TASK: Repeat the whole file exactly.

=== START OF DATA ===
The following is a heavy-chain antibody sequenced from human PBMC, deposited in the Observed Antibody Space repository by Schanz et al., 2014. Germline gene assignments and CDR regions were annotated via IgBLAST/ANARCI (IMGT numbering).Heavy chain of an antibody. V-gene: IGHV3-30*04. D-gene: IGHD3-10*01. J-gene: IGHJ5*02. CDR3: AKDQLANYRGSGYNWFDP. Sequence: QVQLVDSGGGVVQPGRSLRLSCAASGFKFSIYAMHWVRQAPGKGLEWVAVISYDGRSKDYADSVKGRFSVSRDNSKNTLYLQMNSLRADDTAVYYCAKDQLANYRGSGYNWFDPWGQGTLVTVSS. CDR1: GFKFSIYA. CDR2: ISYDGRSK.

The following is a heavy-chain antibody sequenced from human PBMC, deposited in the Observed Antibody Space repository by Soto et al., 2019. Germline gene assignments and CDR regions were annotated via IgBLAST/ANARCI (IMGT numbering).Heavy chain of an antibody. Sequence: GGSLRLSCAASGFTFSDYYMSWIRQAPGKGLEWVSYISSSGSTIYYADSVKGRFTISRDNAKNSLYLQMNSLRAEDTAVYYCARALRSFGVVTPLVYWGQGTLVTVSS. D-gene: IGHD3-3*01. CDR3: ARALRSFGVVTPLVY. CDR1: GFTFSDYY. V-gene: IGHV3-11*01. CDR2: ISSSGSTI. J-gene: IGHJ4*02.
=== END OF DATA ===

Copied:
The following is a heavy-chain antibody sequenced from human PBMC, deposited in the Observed Antibody Space repository by Schanz et al., 2014. Germline gene assignments and CDR regions were annotated via IgBLAST/ANARCI (IMGT numbering).Heavy chain of an antibody. V-gene: IGHV3-30*04. D-gene: IGHD3-10*01. J-gene: IGHJ5*02. CDR3: AKDQLANYRGSGYNWFDP. Sequence: QVQLVDSGGGVVQPGRSLRLSCAASGFKFSIYAMHWVRQAPGKGLEWVAVISYDGRSKDYADSVKGRFSVSRDNSKNTLYLQMNSLRADDTAVYYCAKDQLANYRGSGYNWFDPWGQGTLVTVSS. CDR1: GFKFSIYA. CDR2: ISYDGRSK.

The following is a heavy-chain antibody sequenced from human PBMC, deposited in the Observed Antibody Space repository by Soto et al., 2019. Germline gene assignments and CDR regions were annotated via IgBLAST/ANARCI (IMGT numbering).Heavy chain of an antibody. Sequence: GGSLRLSCAASGFTFSDYYMSWIRQAPGKGLEWVSYISSSGSTIYYADSVKGRFTISRDNAKNSLYLQMNSLRAEDTAVYYCARALRSFGVVTPLVYWGQGTLVTVSS. D-gene: IGHD3-3*01. CDR3: ARALRSFGVVTPLVY. CDR1: GFTFSDYY. V-gene: IGHV3-11*01. CDR2: ISSSGSTI. J-gene: IGHJ4*02.